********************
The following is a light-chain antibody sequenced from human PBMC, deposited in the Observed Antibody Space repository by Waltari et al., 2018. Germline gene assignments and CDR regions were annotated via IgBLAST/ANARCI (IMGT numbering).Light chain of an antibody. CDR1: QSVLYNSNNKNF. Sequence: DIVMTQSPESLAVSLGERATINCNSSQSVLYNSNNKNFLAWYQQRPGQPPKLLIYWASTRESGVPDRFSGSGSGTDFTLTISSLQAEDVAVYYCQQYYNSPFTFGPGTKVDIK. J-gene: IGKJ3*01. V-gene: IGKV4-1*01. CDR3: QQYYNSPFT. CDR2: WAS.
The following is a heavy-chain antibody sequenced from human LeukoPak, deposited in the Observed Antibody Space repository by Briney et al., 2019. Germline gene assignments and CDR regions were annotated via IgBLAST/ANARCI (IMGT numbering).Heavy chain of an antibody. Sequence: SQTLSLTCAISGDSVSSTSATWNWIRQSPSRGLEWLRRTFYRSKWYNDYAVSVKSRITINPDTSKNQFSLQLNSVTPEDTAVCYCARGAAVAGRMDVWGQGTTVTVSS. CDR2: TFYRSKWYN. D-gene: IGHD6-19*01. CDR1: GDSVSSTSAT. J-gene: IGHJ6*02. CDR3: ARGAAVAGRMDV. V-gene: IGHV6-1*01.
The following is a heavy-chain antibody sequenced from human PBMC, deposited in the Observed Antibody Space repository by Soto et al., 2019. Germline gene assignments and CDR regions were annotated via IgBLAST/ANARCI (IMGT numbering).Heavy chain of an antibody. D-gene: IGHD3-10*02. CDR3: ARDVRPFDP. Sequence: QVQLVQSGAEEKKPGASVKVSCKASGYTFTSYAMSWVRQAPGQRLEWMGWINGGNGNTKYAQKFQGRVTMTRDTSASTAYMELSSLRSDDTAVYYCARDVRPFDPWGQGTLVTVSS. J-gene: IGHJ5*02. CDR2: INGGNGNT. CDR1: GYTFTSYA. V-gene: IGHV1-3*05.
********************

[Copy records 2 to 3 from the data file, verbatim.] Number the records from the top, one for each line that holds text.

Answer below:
The following is a heavy-chain antibody sequenced from human LeukoPak, deposited in the Observed Antibody Space repository by Briney et al., 2019. Germline gene assignments and CDR regions were annotated via IgBLAST/ANARCI (IMGT numbering).Heavy chain of an antibody. Sequence: SQTLSLTCAISGDSVSSTSATWNWIRQSPSRGLEWLRRTFYRSKWYNDYAVSVKSRITINPDTSKNQFSLQLNSVTPEDTAVCYCARGAAVAGRMDVWGQGTTVTVSS. CDR2: TFYRSKWYN. D-gene: IGHD6-19*01. CDR1: GDSVSSTSAT. J-gene: IGHJ6*02. CDR3: ARGAAVAGRMDV. V-gene: IGHV6-1*01.
The following is a heavy-chain antibody sequenced from human PBMC, deposited in the Observed Antibody Space repository by Soto et al., 2019. Germline gene assignments and CDR regions were annotated via IgBLAST/ANARCI (IMGT numbering).Heavy chain of an antibody. D-gene: IGHD3-10*02. CDR3: ARDVRPFDP. Sequence: QVQLVQSGAEEKKPGASVKVSCKASGYTFTSYAMSWVRQAPGQRLEWMGWINGGNGNTKYAQKFQGRVTMTRDTSASTAYMELSSLRSDDTAVYYCARDVRPFDPWGQGTLVTVSS. J-gene: IGHJ5*02. CDR2: INGGNGNT. CDR1: GYTFTSYA. V-gene: IGHV1-3*05.